In order to provide as much information on preferred physical characteristics as possible, patients need to hand in the questionnaire (included in the consent form of the treatment) as well as their photograph (sent or taken at the clinic). The questionnaire is composed of two columns (one devoted to the patient and the other to her partner), and each of them includes such important data as basic body parameters (height, weight), hair type and colour, eyes colour and ethnic group. All of this is to make the donor selection process more effective.
At Clínica Tambre, there is also one important tool used in the donor selection process – namely, Fenomatch® technology. It is Facial Matching with a scientific tool that uses biometric technology to identify facial point distances. It allows for a very accurate selection of the donor regarding concrete facial features.
Dr García explains that in order to select the donor with Fenomatch®, they use a simple photograph of a patient’s face. The Fenomatch® algorithm scans more than 12,000 data points in order to find the donor with the greatest biometric similarity. Fenomatch® is a great way to assure that all aspects of a patient’s appearance are taken into account and thanks to it, donor-conceived children are more likely to look like their parents. Patients receive a report certifying the use of Fenomatch® during the donor selection process.
In biology, epigenetics is the study of heritable phenotype changes that do not involve alterations in the DNA sequence. As gene expression can be changed depending on the environment, dr. García says that the phenotype can also be determined by our surroundings – and not only gene inheritance.
It is said that epigenetics controls genes. It means that the environment we live in may either activate or silence the determined genes – and this affects each person’s appearance. According to this understanding, epigenetics is hereditary and makes us unique. This is good news for patients undergoing egg or sperm donation treatment. It turns out that even if genes come from the donor, the baby may still look like the recipient. All of this is because of the influence of the environment!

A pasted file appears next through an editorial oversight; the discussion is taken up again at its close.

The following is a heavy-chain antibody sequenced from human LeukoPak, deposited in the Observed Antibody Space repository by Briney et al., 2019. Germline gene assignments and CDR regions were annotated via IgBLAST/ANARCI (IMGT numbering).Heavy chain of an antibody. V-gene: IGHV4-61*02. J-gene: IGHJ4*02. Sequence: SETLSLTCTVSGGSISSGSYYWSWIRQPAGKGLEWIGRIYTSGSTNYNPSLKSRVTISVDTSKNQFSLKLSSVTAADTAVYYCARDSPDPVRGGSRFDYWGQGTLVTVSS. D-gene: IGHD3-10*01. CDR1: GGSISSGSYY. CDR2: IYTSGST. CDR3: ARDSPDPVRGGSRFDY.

Dr García points our attention to one very simple fact – our minds always try to search for similarities between family members. However, there are families where the kids look like only one of the parents – or none of them. On the other hand, many egg donation patients, after giving birth, say that other people tell them how their baby looks like them.
It is important to remember that donor selection is a very tedious process, including medical, psychological and physical requirements. The detailed selection regarding physical features significantly increases the likelihood that the donor-conceived children will look like their parents. What all egg donation patients should remember first of all is that the baby develops in their environment from the beginning – and this will have a huge influence on the phenotype thanks to epigenetics.- Questions and Answers
Yes, we have Asian donors and we have a very big sperm bank in our clinic so we have all of these characteristics.
Our law and our system inform us that donation needs to be conducted regarding physical characteristics – that’s why we will only take these into consideration and we will not exclude any nationalities.
In our country, regarding our law, the donation is absolutely anonymous. So it is not an option for a child to find out anything about the donor. The only information is what the clinic reveals to the recipient.